Generators are powerful tools that help in quickly scaffolding project structures. You can use them to start off a new project or add new components to an existing project. Generally these projects are collections of best practices that a developer can consume directly. In this post, we will see how to build a simple generator that will create a boilerplate for a building static pages with auto reloading feature.
Building and Publishing your Web Component in 9 Steps
This is a quick tutorial on how to build your Web Component, push it to GitHub with a demo and finally publish it to bower (optional). We will be building an upper-case tag, which will make the text-content inside it appear in upper case.
What started of as a “small experiment” ended up with me sleepless for 2 days straight.
It all started with this video
Pretty pumped up, I started off exploring the New Polymer. I used Polymer a couple of months ago and wrote a tutorial on Web Components and Polymer . Now, a lot has changed. So, super excited about the new way of developing Web Components, I quickly whipped out 3 new components (<upper-case>, <lower-case> and <capital-case>). Pretty basic, but gave me a decent hands on.
Then I started digging into their tutorial (a must read) and loved the way how components go hand in hand in building an actual application, yet the smaller pieces remain reusable. This got me thinking to make a Hybrid app for my blog using Web Components, PhoneGap and WordPress and this post is the on-going journey.
As of today I was not able to get the Hybrid app working on most of the devices. I was able to get it working only on an iOS emulator (did not test on iPhone/iPad device) and Android 4.4.2 (Android emulator). but I have raised this issue with the Polymer folks.
In this quick and dirty post, we will see how you can build a static Portfolio website for yourself. We will be leveraging the power of GitHub pages and the default sub-domain that you get when you create an account with GitHub.
In this post, we are going to build an End to End Hybrid App, that has a server component and a client component. Our server will be built on top of Node js, with Restify as the server side framework and MongoDB as the data persistence layer. Our Client is a Hybrid App, built with Ionic framework. We then are going to deploy the Ionic app using PhoneGap Build service to generate a Native installer.
The App we are going to build is a Bucket List app. Here a user can register and login. Then s/he can create a few bucket list items. Which would eventually result in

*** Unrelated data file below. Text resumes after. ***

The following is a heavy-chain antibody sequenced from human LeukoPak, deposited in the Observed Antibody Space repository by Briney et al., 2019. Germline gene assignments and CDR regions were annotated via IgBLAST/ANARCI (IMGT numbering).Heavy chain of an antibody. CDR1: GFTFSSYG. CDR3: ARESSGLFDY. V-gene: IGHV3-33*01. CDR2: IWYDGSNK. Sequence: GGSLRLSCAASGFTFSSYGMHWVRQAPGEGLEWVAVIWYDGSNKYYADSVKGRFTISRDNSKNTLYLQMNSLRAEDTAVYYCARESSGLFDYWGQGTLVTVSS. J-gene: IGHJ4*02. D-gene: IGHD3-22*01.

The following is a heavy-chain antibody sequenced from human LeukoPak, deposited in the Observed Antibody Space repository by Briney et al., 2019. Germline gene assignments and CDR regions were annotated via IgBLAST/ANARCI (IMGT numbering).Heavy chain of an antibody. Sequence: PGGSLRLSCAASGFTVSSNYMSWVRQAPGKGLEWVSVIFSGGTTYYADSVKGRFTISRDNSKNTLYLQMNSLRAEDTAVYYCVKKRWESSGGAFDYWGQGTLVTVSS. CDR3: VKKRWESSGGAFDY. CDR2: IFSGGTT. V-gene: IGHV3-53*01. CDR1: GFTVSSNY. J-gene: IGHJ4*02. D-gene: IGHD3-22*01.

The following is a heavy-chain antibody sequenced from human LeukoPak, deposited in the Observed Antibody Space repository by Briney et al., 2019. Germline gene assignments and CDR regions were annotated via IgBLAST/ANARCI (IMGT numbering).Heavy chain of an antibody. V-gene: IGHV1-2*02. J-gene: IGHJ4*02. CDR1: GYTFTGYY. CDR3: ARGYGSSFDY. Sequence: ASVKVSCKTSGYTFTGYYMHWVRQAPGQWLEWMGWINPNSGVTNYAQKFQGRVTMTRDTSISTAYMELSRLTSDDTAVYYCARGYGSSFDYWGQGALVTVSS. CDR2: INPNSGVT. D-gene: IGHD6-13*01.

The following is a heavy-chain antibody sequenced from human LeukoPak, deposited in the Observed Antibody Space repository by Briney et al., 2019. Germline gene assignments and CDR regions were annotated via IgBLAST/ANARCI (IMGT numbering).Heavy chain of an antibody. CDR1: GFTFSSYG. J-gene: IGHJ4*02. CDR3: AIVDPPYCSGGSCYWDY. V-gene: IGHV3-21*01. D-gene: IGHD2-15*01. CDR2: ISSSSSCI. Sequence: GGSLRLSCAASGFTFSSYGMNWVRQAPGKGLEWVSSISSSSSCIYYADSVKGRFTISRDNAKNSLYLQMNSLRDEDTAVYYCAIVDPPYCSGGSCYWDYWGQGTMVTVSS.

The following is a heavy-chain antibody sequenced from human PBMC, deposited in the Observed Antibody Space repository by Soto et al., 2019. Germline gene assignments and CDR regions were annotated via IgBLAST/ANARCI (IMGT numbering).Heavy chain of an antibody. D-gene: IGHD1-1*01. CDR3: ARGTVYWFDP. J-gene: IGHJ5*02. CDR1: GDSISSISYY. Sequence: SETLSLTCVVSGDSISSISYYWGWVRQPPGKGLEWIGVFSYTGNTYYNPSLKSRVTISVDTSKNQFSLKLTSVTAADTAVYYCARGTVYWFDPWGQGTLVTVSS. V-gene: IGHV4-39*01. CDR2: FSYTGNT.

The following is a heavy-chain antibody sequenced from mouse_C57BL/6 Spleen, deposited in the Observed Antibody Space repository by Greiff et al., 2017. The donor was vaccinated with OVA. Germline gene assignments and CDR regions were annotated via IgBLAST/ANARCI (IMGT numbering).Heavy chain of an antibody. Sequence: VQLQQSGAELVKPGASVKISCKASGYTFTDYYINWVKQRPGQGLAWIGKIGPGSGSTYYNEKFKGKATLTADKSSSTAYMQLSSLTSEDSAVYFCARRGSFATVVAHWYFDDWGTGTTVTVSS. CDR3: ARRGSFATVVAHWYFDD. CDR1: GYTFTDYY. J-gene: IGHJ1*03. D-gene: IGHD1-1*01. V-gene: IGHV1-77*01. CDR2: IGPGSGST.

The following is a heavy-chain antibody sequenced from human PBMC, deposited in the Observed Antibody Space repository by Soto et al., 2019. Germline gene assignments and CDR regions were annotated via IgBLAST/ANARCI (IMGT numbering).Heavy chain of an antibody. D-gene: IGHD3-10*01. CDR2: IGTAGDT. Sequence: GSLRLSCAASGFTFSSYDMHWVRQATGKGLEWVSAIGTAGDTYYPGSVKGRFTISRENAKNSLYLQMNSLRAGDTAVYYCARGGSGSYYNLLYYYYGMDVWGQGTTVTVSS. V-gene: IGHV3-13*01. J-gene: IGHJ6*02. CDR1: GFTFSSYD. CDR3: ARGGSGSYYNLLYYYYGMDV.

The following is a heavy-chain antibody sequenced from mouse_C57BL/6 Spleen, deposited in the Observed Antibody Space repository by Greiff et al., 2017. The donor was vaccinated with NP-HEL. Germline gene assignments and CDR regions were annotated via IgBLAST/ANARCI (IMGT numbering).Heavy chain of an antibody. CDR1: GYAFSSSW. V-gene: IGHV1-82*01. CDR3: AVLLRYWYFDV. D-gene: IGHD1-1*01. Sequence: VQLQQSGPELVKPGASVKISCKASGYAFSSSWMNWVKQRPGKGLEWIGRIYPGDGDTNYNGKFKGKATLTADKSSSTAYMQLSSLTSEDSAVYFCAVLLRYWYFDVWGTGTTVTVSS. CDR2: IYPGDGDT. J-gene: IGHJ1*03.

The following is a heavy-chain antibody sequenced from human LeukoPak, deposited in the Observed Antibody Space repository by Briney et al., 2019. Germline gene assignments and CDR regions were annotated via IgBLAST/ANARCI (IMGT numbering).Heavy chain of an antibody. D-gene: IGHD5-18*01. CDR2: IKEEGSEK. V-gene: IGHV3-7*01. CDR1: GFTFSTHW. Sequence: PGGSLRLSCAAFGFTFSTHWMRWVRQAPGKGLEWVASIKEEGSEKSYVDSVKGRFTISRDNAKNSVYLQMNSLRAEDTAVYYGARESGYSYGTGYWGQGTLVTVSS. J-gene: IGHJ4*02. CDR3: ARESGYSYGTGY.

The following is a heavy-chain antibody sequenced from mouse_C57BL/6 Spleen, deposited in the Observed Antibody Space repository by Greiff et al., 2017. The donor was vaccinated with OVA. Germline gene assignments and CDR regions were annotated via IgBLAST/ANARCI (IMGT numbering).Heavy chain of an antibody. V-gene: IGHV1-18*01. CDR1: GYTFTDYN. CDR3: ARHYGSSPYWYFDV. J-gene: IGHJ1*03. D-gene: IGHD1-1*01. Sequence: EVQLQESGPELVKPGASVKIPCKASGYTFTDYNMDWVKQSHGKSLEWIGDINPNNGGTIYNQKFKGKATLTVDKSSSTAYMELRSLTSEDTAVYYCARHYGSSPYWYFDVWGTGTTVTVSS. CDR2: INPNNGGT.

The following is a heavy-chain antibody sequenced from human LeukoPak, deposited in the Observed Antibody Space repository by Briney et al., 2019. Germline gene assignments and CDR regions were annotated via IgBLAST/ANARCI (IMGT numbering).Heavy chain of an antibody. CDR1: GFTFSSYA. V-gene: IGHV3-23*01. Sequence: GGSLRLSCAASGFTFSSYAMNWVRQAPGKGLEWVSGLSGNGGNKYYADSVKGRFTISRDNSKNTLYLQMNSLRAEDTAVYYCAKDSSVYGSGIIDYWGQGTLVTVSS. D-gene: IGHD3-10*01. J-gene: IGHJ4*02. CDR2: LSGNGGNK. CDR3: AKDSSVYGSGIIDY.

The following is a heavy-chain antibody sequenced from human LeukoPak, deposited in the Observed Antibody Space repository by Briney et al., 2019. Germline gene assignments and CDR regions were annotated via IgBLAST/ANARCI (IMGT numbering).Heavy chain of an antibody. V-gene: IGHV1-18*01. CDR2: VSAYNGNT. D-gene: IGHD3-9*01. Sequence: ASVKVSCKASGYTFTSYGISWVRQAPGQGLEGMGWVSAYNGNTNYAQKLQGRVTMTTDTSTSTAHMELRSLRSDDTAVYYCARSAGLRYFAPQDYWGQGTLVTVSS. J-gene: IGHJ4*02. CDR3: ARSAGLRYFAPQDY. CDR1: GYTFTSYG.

These images are taken from my Android Samsung Galaxy Note I device. And the performance was okay. But there is a lot of scope for improvement. If you want to dig into the app yourself, click here.
I have deployed the REST server on Heroku, DB on MongoLab and the client is the Ionic PhoneGap Native app!
List of all the REST service endpoints can be found here (needs some cleanup).
If you want to issue a PhoneGap build before diving in, you can fork this repo and submit it here. Download the installer and test it out. Or you can download the installer directly from here.
This is a quick start tutorial using PhoneGap 3’s contact API. I have written another post here explaining what PhoneGap 3 is, how is to set it up & what are the key differences between PhoneGap 2.x & PhoneGap 3.x. I recommend checking that out before continuing.
Step 1: Create a new GitHub repo (How to? – Here).
Step 2: Clone the repo to local
Step 3: Create new PhoneGap 3 project (assuming you have completed the setup from here)
Step 4: Update the newly created app & test in local.
Step 5: Commit Changes to GitHub repo
Step 6: Run PhoneGap Build, Install the app & validate(How to? – Here)
Step 7: Make changes to our project – add jQuery Mobile Framework (Must read) & Contacts API plugin.
Step 8: Commit changes back to the repo
Step 9: Issue a PhoneGap Build & BOOOOMMM!!! Install the app & validate
So lets get started!
PS:We are going to follow Mac/Windows – Android ADT based development.
The super awesome GitHub service allows you to host as many free static websites as you want. All you need to do is host your code on GitHub repo! In this post I will be describing two methods to host your static site for free.
If are not aware of what GitHub & Git are, how to set them up, you can refer to this post. I will be using the same myNodeApp repo for this tutorial too. You can do the below steps with any GitHub repo.
In today’s collaborative world, it is very essential that one understands the need for a Concurrent Versions System (CVS). A CVS is a simple revision system, that tracks all your changes. Imagine an ecosystem where you and a few other developers are working on a web application & updating html/css & js files asynchronously/separately. When you want to integrate the bits of code, you need to sit side by side and compare notes on what all you have done. What to add, what to remove etc. A Version control system is precisely for this purpose & Git is one such program. GitHub uses git to power itself.